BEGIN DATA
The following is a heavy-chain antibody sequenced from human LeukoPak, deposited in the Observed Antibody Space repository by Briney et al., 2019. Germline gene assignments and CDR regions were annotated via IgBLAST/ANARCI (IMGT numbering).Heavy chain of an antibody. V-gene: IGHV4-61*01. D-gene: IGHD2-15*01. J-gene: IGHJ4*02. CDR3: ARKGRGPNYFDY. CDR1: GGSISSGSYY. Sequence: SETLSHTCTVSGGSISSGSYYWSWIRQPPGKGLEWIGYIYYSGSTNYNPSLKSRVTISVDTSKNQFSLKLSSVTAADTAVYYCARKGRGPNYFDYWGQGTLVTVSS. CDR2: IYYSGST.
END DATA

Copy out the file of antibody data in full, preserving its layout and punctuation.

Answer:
The following is a heavy-chain antibody sequenced from human LeukoPak, deposited in the Observed Antibody Space repository by Briney et al., 2019. Germline gene assignments and CDR regions were annotated via IgBLAST/ANARCI (IMGT numbering).Heavy chain of an antibody. V-gene: IGHV4-61*01. D-gene: IGHD2-15*01. J-gene: IGHJ4*02. CDR3: ARKGRGPNYFDY. CDR1: GGSISSGSYY. Sequence: SETLSHTCTVSGGSISSGSYYWSWIRQPPGKGLEWIGYIYYSGSTNYNPSLKSRVTISVDTSKNQFSLKLSSVTAADTAVYYCARKGRGPNYFDYWGQGTLVTVSS. CDR2: IYYSGST.